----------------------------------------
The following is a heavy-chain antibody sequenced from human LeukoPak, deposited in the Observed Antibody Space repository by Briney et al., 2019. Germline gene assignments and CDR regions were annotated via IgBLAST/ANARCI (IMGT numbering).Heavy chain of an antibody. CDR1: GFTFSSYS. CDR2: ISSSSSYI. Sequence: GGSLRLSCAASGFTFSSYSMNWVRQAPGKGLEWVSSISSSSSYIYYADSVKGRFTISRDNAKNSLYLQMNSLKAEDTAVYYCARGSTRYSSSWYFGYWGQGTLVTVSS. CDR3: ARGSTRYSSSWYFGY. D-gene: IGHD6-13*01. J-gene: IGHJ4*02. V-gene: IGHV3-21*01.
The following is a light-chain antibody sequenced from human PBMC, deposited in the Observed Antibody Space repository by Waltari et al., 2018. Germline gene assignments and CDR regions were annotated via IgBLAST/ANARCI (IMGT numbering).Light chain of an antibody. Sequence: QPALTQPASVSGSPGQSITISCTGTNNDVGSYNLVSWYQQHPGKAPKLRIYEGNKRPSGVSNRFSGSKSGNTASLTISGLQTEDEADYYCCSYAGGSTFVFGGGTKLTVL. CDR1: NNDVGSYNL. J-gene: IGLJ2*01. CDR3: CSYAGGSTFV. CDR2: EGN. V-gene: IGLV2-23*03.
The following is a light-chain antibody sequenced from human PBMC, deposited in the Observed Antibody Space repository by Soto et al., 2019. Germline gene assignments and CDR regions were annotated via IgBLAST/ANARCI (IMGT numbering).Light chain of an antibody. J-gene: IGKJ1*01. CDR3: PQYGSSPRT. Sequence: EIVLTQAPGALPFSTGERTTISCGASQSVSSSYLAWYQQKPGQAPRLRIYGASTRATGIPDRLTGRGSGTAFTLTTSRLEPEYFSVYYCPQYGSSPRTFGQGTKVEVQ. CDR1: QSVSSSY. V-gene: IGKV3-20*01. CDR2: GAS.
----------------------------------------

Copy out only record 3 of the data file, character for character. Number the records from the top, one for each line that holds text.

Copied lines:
The following is a light-chain antibody sequenced from human PBMC, deposited in the Observed Antibody Space repository by Soto et al., 2019. Germline gene assignments and CDR regions were annotated via IgBLAST/ANARCI (IMGT numbering).Light chain of an antibody. J-gene: IGKJ1*01. CDR3: PQYGSSPRT. Sequence: EIVLTQAPGALPFSTGERTTISCGASQSVSSSYLAWYQQKPGQAPRLRIYGASTRATGIPDRLTGRGSGTAFTLTTSRLEPEYFSVYYCPQYGSSPRTFGQGTKVEVQ. CDR1: QSVSSSY. V-gene: IGKV3-20*01. CDR2: GAS.